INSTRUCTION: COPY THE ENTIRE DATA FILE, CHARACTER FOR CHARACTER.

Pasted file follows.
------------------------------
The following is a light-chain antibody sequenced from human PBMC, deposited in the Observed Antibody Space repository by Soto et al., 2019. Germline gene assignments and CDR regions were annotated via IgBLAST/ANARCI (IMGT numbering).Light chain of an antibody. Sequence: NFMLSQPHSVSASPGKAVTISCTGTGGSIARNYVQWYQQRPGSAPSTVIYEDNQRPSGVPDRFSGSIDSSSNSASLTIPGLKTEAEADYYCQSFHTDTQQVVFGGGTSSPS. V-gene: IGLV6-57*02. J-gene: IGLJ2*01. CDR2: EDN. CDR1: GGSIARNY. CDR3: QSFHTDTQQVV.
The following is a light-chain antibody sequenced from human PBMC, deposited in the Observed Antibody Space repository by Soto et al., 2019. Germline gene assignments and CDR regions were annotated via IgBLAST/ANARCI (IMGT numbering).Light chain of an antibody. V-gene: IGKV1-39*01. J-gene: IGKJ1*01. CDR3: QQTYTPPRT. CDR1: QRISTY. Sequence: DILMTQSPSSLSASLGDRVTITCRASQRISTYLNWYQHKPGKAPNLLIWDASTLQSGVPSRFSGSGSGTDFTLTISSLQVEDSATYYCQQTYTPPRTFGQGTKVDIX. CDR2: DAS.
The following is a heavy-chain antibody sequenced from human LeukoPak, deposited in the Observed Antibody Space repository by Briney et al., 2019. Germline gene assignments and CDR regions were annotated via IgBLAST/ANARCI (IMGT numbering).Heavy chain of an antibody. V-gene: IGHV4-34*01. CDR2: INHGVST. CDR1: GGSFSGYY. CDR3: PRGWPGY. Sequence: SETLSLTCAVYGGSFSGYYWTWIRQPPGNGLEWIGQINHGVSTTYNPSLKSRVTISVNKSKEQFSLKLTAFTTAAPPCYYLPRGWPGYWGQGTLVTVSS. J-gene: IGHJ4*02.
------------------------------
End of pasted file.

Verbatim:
The following is a light-chain antibody sequenced from human PBMC, deposited in the Observed Antibody Space repository by Soto et al., 2019. Germline gene assignments and CDR regions were annotated via IgBLAST/ANARCI (IMGT numbering).Light chain of an antibody. Sequence: NFMLSQPHSVSASPGKAVTISCTGTGGSIARNYVQWYQQRPGSAPSTVIYEDNQRPSGVPDRFSGSIDSSSNSASLTIPGLKTEAEADYYCQSFHTDTQQVVFGGGTSSPS. V-gene: IGLV6-57*02. J-gene: IGLJ2*01. CDR2: EDN. CDR1: GGSIARNY. CDR3: QSFHTDTQQVV.
The following is a light-chain antibody sequenced from human PBMC, deposited in the Observed Antibody Space repository by Soto et al., 2019. Germline gene assignments and CDR regions were annotated via IgBLAST/ANARCI (IMGT numbering).Light chain of an antibody. V-gene: IGKV1-39*01. J-gene: IGKJ1*01. CDR3: QQTYTPPRT. CDR1: QRISTY. Sequence: DILMTQSPSSLSASLGDRVTITCRASQRISTYLNWYQHKPGKAPNLLIWDASTLQSGVPSRFSGSGSGTDFTLTISSLQVEDSATYYCQQTYTPPRTFGQGTKVDIX. CDR2: DAS.
The following is a heavy-chain antibody sequenced from human LeukoPak, deposited in the Observed Antibody Space repository by Briney et al., 2019. Germline gene assignments and CDR regions were annotated via IgBLAST/ANARCI (IMGT numbering).Heavy chain of an antibody. V-gene: IGHV4-34*01. CDR2: INHGVST. CDR1: GGSFSGYY. CDR3: PRGWPGY. Sequence: SETLSLTCAVYGGSFSGYYWTWIRQPPGNGLEWIGQINHGVSTTYNPSLKSRVTISVNKSKEQFSLKLTAFTTAAPPCYYLPRGWPGYWGQGTLVTVSS. J-gene: IGHJ4*02.